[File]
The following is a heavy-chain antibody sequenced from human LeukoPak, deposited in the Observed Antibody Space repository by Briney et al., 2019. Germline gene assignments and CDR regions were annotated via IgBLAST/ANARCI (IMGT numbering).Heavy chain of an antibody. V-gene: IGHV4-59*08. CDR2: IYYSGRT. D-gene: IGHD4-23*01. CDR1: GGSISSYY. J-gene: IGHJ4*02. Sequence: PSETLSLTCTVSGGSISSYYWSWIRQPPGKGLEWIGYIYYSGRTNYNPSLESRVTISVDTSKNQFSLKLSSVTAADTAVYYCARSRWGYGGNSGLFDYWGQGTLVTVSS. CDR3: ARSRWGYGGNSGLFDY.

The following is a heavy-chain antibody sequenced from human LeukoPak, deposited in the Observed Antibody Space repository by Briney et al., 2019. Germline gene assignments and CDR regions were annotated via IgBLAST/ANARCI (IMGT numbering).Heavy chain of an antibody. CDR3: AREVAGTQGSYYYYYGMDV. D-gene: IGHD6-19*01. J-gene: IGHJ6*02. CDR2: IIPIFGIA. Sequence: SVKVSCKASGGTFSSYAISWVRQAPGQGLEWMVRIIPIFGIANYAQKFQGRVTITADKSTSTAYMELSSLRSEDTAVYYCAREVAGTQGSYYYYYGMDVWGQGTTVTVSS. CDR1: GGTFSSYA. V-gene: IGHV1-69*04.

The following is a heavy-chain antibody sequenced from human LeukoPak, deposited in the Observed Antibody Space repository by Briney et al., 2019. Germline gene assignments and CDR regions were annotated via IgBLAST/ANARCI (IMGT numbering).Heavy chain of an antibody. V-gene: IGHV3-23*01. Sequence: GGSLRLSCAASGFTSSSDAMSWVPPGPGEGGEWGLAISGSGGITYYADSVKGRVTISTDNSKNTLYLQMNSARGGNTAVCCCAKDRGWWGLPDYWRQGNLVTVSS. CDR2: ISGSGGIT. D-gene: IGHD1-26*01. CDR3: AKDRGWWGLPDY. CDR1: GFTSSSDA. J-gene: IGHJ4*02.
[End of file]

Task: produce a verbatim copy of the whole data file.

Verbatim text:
The following is a heavy-chain antibody sequenced from human LeukoPak, deposited in the Observed Antibody Space repository by Briney et al., 2019. Germline gene assignments and CDR regions were annotated via IgBLAST/ANARCI (IMGT numbering).Heavy chain of an antibody. V-gene: IGHV4-59*08. CDR2: IYYSGRT. D-gene: IGHD4-23*01. CDR1: GGSISSYY. J-gene: IGHJ4*02. Sequence: PSETLSLTCTVSGGSISSYYWSWIRQPPGKGLEWIGYIYYSGRTNYNPSLESRVTISVDTSKNQFSLKLSSVTAADTAVYYCARSRWGYGGNSGLFDYWGQGTLVTVSS. CDR3: ARSRWGYGGNSGLFDY.

The following is a heavy-chain antibody sequenced from human LeukoPak, deposited in the Observed Antibody Space repository by Briney et al., 2019. Germline gene assignments and CDR regions were annotated via IgBLAST/ANARCI (IMGT numbering).Heavy chain of an antibody. CDR3: AREVAGTQGSYYYYYGMDV. D-gene: IGHD6-19*01. J-gene: IGHJ6*02. CDR2: IIPIFGIA. Sequence: SVKVSCKASGGTFSSYAISWVRQAPGQGLEWMVRIIPIFGIANYAQKFQGRVTITADKSTSTAYMELSSLRSEDTAVYYCAREVAGTQGSYYYYYGMDVWGQGTTVTVSS. CDR1: GGTFSSYA. V-gene: IGHV1-69*04.

The following is a heavy-chain antibody sequenced from human LeukoPak, deposited in the Observed Antibody Space repository by Briney et al., 2019. Germline gene assignments and CDR regions were annotated via IgBLAST/ANARCI (IMGT numbering).Heavy chain of an antibody. V-gene: IGHV3-23*01. Sequence: GGSLRLSCAASGFTSSSDAMSWVPPGPGEGGEWGLAISGSGGITYYADSVKGRVTISTDNSKNTLYLQMNSARGGNTAVCCCAKDRGWWGLPDYWRQGNLVTVSS. CDR2: ISGSGGIT. D-gene: IGHD1-26*01. CDR3: AKDRGWWGLPDY. CDR1: GFTSSSDA. J-gene: IGHJ4*02.